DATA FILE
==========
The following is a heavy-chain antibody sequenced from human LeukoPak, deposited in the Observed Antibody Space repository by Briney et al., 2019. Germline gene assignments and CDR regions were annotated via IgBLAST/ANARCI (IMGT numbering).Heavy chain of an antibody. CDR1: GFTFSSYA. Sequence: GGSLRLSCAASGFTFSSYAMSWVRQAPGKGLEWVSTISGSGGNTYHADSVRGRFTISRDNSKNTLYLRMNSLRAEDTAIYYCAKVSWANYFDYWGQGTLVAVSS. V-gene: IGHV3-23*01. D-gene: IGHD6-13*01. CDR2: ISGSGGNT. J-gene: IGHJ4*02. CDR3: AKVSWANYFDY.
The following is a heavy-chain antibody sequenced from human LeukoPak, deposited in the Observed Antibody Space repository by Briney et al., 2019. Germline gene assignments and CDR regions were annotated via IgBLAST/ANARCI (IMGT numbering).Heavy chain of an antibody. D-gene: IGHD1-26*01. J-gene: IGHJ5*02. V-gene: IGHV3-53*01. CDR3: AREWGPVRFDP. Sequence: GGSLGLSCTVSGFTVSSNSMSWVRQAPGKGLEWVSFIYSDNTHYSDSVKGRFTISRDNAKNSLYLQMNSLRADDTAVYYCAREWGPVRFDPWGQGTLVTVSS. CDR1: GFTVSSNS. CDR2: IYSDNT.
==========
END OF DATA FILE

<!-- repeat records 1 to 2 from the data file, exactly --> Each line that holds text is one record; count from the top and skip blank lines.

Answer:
The following is a heavy-chain antibody sequenced from human LeukoPak, deposited in the Observed Antibody Space repository by Briney et al., 2019. Germline gene assignments and CDR regions were annotated via IgBLAST/ANARCI (IMGT numbering).Heavy chain of an antibody. CDR1: GFTFSSYA. Sequence: GGSLRLSCAASGFTFSSYAMSWVRQAPGKGLEWVSTISGSGGNTYHADSVRGRFTISRDNSKNTLYLRMNSLRAEDTAIYYCAKVSWANYFDYWGQGTLVAVSS. V-gene: IGHV3-23*01. D-gene: IGHD6-13*01. CDR2: ISGSGGNT. J-gene: IGHJ4*02. CDR3: AKVSWANYFDY.
The following is a heavy-chain antibody sequenced from human LeukoPak, deposited in the Observed Antibody Space repository by Briney et al., 2019. Germline gene assignments and CDR regions were annotated via IgBLAST/ANARCI (IMGT numbering).Heavy chain of an antibody. D-gene: IGHD1-26*01. J-gene: IGHJ5*02. V-gene: IGHV3-53*01. CDR3: AREWGPVRFDP. Sequence: GGSLGLSCTVSGFTVSSNSMSWVRQAPGKGLEWVSFIYSDNTHYSDSVKGRFTISRDNAKNSLYLQMNSLRADDTAVYYCAREWGPVRFDPWGQGTLVTVSS. CDR1: GFTVSSNS. CDR2: IYSDNT.